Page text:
The U.S. consumer debt total rose for yet another month in January of this year, the Federal Reserve told us in its latest consumer credit data release on Friday. This was also the 29th consecutive monthly increase. Following a downwardly revised $15.9 billion increase in December, the January total rose by $13.7 billion — less than expected.
As has become the norm in the post-Lehman years, January’s aggregate consumer debt growth was exclusively the result of yet another big rise of its non-revolving component and, especially, of the auto and student loan totals. The growth of the former total has been fueled by the ongoing economic recovery. The latter, however, has relentlessly kept increasing through crisis, recession and recovery alike.
The unrelenting rise of the federal student loan total had slowed down substantially at the beginning of 2013, which was welcome news, considering the huge expansion it had undergone over the past decade, and especially in the past five years, as you can see in the relevant chart further down. In turn, that growth, paired with a stubbornly high unemployment rate, has caused the student loan charge-off and delinquency rates to spike, a process which is not only ongoing, but is likely to intensify as the year progresses, even as the economy continues to recover.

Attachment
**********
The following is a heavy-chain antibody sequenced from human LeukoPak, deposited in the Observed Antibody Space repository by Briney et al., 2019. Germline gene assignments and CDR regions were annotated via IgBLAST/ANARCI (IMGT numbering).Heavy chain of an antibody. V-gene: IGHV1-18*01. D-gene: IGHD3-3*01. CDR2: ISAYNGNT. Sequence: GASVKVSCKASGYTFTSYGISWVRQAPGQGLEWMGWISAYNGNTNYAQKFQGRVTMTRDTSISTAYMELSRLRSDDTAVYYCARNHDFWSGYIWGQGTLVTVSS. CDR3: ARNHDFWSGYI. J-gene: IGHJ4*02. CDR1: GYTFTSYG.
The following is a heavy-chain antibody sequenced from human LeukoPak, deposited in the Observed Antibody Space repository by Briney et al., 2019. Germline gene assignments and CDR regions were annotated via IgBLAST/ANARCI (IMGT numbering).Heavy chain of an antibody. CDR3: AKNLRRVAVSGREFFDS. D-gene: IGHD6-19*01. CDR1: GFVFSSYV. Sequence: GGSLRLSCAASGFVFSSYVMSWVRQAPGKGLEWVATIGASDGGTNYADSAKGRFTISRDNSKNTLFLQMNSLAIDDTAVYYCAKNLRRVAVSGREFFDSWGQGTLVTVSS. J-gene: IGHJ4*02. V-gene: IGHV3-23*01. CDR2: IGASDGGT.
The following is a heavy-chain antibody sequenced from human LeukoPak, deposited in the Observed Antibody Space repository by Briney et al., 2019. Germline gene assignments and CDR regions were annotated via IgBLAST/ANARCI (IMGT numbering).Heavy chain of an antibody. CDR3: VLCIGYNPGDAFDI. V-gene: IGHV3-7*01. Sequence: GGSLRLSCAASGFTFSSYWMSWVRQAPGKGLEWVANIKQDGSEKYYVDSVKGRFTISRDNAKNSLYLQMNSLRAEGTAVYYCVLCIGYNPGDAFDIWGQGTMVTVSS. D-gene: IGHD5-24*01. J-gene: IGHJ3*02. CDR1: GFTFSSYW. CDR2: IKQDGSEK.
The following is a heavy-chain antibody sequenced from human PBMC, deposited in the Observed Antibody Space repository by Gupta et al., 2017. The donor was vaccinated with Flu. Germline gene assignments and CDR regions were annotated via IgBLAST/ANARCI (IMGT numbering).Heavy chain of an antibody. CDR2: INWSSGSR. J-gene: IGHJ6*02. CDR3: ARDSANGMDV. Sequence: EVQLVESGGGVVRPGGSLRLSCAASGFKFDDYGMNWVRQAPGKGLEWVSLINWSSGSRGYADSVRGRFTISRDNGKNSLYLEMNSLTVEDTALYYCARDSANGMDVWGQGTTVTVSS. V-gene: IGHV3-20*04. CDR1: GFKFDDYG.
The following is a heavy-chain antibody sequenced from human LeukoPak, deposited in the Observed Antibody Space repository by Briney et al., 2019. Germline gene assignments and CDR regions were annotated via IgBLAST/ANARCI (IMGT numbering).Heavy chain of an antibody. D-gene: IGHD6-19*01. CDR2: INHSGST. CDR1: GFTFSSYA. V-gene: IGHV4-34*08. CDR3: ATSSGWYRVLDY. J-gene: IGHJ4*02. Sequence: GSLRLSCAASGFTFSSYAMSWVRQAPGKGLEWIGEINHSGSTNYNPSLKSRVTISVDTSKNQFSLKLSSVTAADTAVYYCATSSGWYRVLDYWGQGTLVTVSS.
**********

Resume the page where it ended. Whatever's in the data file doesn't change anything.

In a reversal of December’s developments, when the credit card debt total spiked by the largest amount in seven months, January total fell, albeit modestly. Furthermore, December’s spike was downwardly revised by a substantial amount. By the way, that has been one of the most characteristic stories of the post-Lehman period: every single time we’ve had an unusually large monthly increase in the revolving total, it has been immediately reversed in the following month or two. And this is why, even with the only partially reversed December spike, that total is negligibly higher than the peak reached at the end of 2008.
Last month I wondered whether it was possible that the post-crisis era of subdued credit card debt accumulation was finally over and that the December increase in revolving credit indicated that Americans had rediscovered their penchant for a more liberal credit card use. After all, I noted, the economic recovery had been gaining ground and the unemployment rate just keeps falling. Not to mention that Americans now have much healthier credit card accounts than they’ve had in decades. And the trend of record-low and falling credit card delinquency and charge-off rates and record-high and rising monthly repayment rate (MPR) has continued in the first two months of this year, rendering the absolute debt level mostly irrelevant.
Well, despite all that, last month I admitted to having no idea whether we had turned a corner on credit card spending and now January’s data indicate that the December splurge may have been just another blip. But let’s take a closer look at the latest Fed data...